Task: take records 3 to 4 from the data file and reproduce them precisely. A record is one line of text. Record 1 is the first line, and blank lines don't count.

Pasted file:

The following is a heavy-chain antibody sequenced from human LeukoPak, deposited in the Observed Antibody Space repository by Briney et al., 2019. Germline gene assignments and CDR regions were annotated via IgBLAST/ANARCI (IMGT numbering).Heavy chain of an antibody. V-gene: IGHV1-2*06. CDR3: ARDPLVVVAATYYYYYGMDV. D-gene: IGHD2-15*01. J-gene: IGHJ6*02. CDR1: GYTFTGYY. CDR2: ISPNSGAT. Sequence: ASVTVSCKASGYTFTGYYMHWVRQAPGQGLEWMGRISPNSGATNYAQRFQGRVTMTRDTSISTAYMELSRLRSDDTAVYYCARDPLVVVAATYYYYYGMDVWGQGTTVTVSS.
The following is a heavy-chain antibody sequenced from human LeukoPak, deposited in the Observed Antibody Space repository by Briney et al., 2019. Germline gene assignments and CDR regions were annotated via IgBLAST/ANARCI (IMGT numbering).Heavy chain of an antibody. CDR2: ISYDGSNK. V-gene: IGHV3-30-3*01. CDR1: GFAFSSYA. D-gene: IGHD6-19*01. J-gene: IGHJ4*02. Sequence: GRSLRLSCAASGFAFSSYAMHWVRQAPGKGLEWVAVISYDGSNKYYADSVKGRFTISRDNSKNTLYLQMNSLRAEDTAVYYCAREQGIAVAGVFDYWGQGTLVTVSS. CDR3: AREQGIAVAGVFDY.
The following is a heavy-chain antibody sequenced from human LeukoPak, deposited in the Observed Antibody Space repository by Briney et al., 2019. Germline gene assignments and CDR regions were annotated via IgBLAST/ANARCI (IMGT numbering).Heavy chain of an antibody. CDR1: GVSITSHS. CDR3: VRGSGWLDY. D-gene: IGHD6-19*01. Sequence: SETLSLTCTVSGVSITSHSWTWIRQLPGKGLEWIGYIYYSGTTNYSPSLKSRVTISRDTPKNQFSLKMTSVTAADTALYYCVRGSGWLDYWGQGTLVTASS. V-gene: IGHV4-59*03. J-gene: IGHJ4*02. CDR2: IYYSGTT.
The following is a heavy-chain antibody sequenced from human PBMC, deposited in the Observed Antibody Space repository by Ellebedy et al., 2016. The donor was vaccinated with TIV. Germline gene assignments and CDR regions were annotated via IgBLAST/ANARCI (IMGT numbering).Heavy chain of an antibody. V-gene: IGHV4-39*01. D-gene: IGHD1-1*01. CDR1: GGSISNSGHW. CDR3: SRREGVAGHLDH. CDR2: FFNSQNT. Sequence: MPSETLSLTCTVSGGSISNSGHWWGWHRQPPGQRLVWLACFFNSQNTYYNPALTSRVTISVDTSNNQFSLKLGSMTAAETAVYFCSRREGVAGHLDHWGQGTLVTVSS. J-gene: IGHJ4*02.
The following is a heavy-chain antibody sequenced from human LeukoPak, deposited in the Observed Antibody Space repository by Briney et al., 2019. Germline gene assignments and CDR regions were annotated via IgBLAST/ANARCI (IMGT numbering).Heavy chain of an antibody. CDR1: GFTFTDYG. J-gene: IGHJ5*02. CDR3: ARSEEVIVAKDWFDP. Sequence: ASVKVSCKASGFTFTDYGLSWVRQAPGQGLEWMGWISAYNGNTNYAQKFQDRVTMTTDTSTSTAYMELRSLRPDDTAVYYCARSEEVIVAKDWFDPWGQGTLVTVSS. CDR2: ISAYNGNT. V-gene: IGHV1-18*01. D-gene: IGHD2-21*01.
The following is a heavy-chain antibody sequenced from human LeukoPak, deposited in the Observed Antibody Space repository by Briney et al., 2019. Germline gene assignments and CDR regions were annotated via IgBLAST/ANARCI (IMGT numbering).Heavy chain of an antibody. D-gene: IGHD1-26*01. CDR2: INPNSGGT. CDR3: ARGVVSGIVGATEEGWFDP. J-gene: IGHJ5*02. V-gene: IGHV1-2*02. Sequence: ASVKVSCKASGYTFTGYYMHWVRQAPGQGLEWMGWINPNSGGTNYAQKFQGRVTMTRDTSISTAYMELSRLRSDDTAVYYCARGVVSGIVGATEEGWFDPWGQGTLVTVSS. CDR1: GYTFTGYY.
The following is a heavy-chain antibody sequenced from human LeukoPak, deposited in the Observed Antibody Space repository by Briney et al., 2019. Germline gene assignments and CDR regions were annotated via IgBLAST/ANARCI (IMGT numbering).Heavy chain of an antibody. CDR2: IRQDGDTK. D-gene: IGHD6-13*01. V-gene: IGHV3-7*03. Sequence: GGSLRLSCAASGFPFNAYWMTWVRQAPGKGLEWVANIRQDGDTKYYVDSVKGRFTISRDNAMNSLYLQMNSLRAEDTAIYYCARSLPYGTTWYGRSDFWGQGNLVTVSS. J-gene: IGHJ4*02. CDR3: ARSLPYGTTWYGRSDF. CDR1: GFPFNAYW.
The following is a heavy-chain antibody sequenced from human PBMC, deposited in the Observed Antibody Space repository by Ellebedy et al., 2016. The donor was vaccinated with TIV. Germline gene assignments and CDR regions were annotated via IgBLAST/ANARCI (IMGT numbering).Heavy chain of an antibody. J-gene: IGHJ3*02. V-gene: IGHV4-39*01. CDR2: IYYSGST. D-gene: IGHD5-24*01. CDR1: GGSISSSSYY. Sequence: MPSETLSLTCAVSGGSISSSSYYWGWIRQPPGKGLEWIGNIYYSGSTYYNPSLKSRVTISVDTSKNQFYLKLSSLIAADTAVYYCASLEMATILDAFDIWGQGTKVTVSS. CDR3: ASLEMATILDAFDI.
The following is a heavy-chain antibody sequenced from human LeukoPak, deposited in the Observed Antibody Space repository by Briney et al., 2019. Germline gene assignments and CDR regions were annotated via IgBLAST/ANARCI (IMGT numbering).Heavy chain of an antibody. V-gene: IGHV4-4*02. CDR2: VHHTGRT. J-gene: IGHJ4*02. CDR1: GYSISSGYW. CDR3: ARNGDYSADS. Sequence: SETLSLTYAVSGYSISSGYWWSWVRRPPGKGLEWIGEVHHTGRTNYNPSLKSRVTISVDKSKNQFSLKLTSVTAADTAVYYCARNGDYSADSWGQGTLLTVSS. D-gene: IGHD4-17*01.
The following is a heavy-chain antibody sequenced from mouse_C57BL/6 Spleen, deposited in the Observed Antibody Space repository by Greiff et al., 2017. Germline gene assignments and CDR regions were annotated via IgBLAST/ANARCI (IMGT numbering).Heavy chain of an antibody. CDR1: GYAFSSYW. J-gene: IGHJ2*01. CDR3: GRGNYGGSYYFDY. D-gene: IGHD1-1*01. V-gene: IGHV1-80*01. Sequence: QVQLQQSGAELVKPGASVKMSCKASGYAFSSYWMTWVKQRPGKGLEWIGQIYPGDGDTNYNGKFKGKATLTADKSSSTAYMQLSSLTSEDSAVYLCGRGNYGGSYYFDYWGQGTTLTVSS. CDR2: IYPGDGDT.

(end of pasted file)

The following is a heavy-chain antibody sequenced from human LeukoPak, deposited in the Observed Antibody Space repository by Briney et al., 2019. Germline gene assignments and CDR regions were annotated via IgBLAST/ANARCI (IMGT numbering).Heavy chain of an antibody. CDR1: GVSITSHS. CDR3: VRGSGWLDY. D-gene: IGHD6-19*01. Sequence: SETLSLTCTVSGVSITSHSWTWIRQLPGKGLEWIGYIYYSGTTNYSPSLKSRVTISRDTPKNQFSLKMTSVTAADTALYYCVRGSGWLDYWGQGTLVTASS. V-gene: IGHV4-59*03. J-gene: IGHJ4*02. CDR2: IYYSGTT.
The following is a heavy-chain antibody sequenced from human PBMC, deposited in the Observed Antibody Space repository by Ellebedy et al., 2016. The donor was vaccinated with TIV. Germline gene assignments and CDR regions were annotated via IgBLAST/ANARCI (IMGT numbering).Heavy chain of an antibody. V-gene: IGHV4-39*01. D-gene: IGHD1-1*01. CDR1: GGSISNSGHW. CDR3: SRREGVAGHLDH. CDR2: FFNSQNT. Sequence: MPSETLSLTCTVSGGSISNSGHWWGWHRQPPGQRLVWLACFFNSQNTYYNPALTSRVTISVDTSNNQFSLKLGSMTAAETAVYFCSRREGVAGHLDHWGQGTLVTVSS. J-gene: IGHJ4*02.